Sarah C. Harwell is gorgeous inside and out and she writes evocative poetry that will haunt you. We discussed her work, T.S. Eliot, Kafka, Pablo Neruda and, believe it or not, Tarot cards and predicting the future. Of course, even T.S. Eliot was no stranger to the Tarot deck as The Waste Land so richly proves.
Sit Down Traveler and be blown away as, indeed, I was.
Here is the poem she read during the interview and that appeared in The Washington Post on Sunday, May 11, 2008, in the column "Poet's Choice," introduced by Mary Karr. This poem on motherhood is brave and insightful on the gentle, inexorable burden we who have children find suddenly thrust upon us in the hope and challenge that we can protect our charges, keep them safe and love them well.
The way my daughter sleeps it's as if she's talking
to the dead. Now she is one. I watch her eyes roll
backwards in her head, her senses fold
one by one, and then her breathing quiets to a beat.
Every night she fights this silent way of being
with all the whining ammunition she has.
She wins a tired story, a smothered song, the small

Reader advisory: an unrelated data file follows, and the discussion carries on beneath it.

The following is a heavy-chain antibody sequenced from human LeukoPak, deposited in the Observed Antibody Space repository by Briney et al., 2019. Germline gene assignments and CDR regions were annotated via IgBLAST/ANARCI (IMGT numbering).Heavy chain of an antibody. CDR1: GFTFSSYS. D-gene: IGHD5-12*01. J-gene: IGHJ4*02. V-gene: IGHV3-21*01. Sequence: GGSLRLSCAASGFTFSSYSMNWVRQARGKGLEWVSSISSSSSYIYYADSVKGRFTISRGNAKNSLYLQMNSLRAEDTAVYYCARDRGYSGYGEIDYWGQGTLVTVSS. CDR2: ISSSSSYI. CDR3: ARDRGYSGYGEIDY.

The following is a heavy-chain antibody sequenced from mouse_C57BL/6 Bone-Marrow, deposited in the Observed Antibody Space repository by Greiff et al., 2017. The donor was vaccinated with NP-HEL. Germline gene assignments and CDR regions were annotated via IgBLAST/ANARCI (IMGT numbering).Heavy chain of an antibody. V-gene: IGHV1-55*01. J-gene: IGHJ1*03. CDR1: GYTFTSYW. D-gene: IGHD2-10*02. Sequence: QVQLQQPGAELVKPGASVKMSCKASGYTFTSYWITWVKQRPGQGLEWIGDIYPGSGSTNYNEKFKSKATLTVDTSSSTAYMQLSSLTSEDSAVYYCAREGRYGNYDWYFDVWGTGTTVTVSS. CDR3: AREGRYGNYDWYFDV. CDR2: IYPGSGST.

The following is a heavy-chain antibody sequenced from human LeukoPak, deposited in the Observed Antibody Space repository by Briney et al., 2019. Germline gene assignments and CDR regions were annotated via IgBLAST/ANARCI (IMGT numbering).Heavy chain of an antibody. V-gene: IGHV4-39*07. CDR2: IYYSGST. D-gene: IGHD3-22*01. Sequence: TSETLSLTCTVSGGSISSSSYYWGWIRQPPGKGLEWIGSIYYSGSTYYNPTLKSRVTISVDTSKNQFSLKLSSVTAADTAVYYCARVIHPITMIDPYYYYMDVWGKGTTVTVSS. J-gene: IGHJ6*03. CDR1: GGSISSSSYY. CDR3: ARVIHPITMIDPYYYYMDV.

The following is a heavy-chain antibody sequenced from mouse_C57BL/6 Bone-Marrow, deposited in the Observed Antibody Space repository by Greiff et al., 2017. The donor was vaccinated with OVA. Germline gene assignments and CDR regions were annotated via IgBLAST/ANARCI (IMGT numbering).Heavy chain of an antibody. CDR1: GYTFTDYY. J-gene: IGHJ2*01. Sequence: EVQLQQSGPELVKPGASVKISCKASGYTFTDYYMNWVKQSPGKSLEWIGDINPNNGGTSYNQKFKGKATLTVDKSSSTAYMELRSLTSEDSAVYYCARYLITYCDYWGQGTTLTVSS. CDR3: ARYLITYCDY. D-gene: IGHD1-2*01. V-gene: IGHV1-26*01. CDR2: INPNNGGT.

and willful links to life that carry her away.
Welcome to the Egyptian burial. She's gone to Hades
with her stuffed animals. When she wakes,
the sad circles disappeared, she blinks
before she knows me. I have listened
to one million breaths of her. And every night
my body seizes when she leaves to gowhere I am not, and yet every night I urge her, go.
I urge all my readers to join the Goodreads Book Club (Bless you, Sarah, for honoring me by joining) where I am interviewing OTHER artists—not as the site asserts (Rare Bird Radio owns the book club site; I am the interviewer and moderator for the book club)—I repeat: not to discuss—my just released novel Who by Fire. I talk about why I say: not to discuss my own work in my blog post entitled Who by Fire, a novel: What if no one reads it? Some day a discussion of my own work might be worthwhile but here's what keeps me going: The writing of the book was the gift. I hope what I've written in that post encourages all who work in the attempt to create art in the silence of their attics to be encouraged no matter what. The attempt to do so affirms that the search for meaning matters.
Sarah C. Harwell will make you believe, as I do, that that last statement is indeed so. This is a collection of poems worthy of reading and re-reading. Buy it!
And do let me and Sarah know what you think about the poem posted here, or anything we discussed in the interview. I want to hear you!
On Twitter after the inauguration: I saw this tweet by
A Washington Post Journalist’s Derisive, Wan Opinion That Poetry Is Dead bit.ly/UUJDC0 #poetry #poems #poetIs poetry dead? I think Sarah C. Harwell belies this view. What do you think?
— jaktraks (@jaktraks) January 23, 2013